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Former war refugee, DeKalb resident auditions for ‘American Idol’

Ephraim Bugumba, 22, of DeKalb, aka "StoryTeller," sings "Tennessee Whiskey" during an open mic night at House Cafe in DeKalb. He's had two auditions for the ABC singing competition "American Idol," and has performed for the show's panel of judges.
Ephraim Bugumba, 22, of DeKalb, aka "StoryTeller," sings "Tennessee Whiskey" during an open mic night at House Cafe in DeKalb. He's had two auditions for the ABC singing competition "American Idol," and has performed for the show's panel of judges.

DeKALB – Music can carry a lot of different meanings for people, but for 22-year-old Ephraim Bugumba of DeKalb, music began as an escape from the early years of his childhood spent as a war refugee.

“Music has always been what my parents used to keep [my siblings and I] away from the madness,” Bugumba said. “At a very early age, and we had to come to terms with life and death and to keep our minds from that stuff, we would pray and sing. That’s how music became a part of me.”

Through his life, Bugumba learned to express his life experiences through music, and he will now try to win over the country with his story as he tries to become an “American Idol.” He’s had two auditions for the ABC singing competition’s 16th season, which premieres at 7 p.m. Sunday on ABC, and has performed for the show’s panel of judges.

Bugumba was born in Makobola, a small village in the Democratic Republic of Congo, where in 1999, missionaries reported the massacre of about 500 people by rebels hoping to oust Congo President Laurent Kabila. This separated Bugumba from his father and brothers for months before they reunited at a refugee camp in Tanzania.

“That was when things got really hard – moving from country to country,” Bugumba said. “Sometimes, we had to disguise ourselves, and one time, we crossed a crocodile-infested river in a small boat that could’ve capsized. A lot of people didn’t make the journey.”

Bugumba said he went from Tanzania to Malawi to Mozambique and finally ended up in South Africa, where he stayed about 10 years. Through a sponsorship, he was able to go to private music school, and although his family still carried the tradition of singing, Bugumba focused more on dance at the time.

Through the United Nations High Commissioner for Refugees, Bugumba was able to come to America, and attended high school in Mobile, Alabama. He played soccer, and although he started singing more in his senior year, Bugumba did not join a music program out of fear that he would not fit in.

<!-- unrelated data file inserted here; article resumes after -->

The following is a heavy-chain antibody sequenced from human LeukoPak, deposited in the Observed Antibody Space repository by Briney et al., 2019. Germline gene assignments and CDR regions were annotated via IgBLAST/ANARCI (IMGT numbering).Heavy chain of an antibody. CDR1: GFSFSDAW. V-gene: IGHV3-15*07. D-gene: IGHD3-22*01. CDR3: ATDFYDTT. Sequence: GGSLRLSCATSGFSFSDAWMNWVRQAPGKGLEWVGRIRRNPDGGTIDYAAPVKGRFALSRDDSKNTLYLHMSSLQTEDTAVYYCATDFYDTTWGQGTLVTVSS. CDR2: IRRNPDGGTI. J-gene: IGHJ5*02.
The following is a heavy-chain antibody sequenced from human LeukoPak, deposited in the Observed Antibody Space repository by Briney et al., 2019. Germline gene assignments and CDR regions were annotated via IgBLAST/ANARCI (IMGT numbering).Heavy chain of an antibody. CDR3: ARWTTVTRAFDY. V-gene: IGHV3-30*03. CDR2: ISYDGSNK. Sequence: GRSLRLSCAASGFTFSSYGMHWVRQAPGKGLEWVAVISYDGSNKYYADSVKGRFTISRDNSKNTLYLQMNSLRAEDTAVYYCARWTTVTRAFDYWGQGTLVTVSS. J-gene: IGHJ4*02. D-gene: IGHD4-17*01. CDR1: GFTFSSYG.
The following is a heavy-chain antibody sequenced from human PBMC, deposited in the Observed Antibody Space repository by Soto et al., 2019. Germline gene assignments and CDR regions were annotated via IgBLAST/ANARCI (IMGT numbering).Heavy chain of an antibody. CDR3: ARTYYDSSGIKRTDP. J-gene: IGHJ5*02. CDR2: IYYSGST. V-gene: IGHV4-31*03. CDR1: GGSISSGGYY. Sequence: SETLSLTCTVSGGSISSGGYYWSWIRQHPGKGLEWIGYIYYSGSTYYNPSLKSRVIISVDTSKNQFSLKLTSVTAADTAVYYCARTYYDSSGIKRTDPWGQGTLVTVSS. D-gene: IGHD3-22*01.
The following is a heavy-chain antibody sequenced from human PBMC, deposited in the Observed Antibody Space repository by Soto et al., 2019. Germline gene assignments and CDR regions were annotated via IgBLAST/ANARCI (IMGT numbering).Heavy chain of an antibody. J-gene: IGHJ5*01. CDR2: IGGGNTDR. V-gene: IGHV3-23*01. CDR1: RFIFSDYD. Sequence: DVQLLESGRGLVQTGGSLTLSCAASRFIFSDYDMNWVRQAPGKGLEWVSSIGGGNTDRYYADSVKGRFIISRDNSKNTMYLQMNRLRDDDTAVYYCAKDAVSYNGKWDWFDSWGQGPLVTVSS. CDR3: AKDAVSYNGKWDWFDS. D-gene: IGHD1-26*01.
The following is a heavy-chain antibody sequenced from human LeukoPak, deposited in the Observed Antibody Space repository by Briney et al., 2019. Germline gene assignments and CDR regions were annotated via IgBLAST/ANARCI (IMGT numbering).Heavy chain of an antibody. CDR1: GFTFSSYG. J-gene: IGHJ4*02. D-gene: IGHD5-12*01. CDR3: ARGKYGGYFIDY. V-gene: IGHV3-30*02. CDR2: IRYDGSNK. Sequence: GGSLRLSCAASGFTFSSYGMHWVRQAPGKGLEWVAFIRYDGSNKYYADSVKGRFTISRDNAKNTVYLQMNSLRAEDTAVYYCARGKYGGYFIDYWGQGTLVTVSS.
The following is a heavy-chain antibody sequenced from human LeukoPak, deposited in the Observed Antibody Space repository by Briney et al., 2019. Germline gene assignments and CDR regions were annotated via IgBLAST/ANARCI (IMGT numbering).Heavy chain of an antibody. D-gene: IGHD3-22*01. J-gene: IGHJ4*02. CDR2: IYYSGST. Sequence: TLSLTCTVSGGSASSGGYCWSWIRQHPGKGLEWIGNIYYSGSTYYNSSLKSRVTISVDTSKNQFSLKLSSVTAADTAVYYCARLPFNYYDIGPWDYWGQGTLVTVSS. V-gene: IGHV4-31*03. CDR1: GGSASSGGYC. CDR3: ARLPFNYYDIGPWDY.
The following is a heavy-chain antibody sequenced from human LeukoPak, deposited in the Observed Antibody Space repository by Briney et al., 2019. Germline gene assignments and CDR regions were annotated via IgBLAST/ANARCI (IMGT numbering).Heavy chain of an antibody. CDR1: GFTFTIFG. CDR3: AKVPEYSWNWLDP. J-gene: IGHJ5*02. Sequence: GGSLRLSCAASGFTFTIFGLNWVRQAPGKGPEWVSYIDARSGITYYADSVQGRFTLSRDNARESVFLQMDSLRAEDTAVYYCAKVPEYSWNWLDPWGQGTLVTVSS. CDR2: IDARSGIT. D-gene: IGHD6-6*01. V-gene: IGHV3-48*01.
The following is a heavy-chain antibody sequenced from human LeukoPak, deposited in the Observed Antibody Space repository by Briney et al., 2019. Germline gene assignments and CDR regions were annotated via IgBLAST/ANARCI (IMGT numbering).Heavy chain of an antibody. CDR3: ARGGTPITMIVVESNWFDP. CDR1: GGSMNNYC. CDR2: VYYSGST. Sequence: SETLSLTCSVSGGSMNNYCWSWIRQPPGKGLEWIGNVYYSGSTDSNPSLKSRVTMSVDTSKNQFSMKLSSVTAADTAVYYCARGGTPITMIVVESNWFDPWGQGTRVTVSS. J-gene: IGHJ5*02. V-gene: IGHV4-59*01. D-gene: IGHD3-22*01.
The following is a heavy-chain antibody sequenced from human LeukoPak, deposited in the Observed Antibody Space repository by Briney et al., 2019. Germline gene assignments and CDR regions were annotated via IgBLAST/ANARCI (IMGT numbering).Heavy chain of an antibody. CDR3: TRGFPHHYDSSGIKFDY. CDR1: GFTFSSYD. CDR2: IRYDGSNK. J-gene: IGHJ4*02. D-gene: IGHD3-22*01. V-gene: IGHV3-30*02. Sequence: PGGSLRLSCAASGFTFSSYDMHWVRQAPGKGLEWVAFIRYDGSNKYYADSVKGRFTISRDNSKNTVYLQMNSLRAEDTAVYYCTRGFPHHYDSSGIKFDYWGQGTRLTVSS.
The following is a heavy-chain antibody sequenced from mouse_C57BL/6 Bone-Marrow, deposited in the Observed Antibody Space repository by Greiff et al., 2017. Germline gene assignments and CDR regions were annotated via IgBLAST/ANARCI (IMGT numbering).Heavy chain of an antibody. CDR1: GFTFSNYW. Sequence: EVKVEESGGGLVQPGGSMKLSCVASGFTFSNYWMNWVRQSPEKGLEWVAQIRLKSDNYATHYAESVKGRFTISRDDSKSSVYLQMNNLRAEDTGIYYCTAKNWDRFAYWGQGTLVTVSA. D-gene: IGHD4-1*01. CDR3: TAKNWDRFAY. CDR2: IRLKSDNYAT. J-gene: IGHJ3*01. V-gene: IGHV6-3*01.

His self-doubt came to a head while he was studying music merchandising at Lewis University in Romeoville. His then-girlfriend broke up with him and said that if she had the talent that Bugumba had, she would not let it go to waste.

“That pushed me to pursue it,” Bugumba said.

Bugumba left Lewis University after one year and settled in DeKalb, where he has lived the past two years. Although Bugumba can periodically be seen performing at the House Cafe in downtown DeKalb, he often drives to Chicago to perform at as many open mics as he can.

“Sometimes, I drove two hours to perform in front of two people,” Bugumba said. “I did it because I had no choice, but I love it.”

On the longer road trips, Bugumba said he tells himself that one day, it will all pay off.

An opportunity almost presented itself when Bugumba auditioned for “America’s Got Talent,” but he could not make it past the first round.

“I almost felt like quitting, but music is all I know,” he said.

Bugumba then tried out for “American Idol” in the fall and got called back for another audition. While on his way to his second performance, Bugumba said he was almost hit by a car.

“If there wasn’t a pole in the way, it would’ve hit me, so I went in with all these nerves and sang to executives,” Bugumba said.

But Bugumba conquered the frayed nerves and got to go to New York to perform in front of judges Lionel Richie, Katy Perry and Luke Bryan.

Through his experiences, Bugumba said he does not believe in the idea of a musical genre, because music is expression, and when you box it into a certain type, it stops becoming an expression. Much like crying or laughing, there is no specific way to do it.

Bugumba said his style is just about telling a story.

Hence, his stage name, “StoryTeller.”

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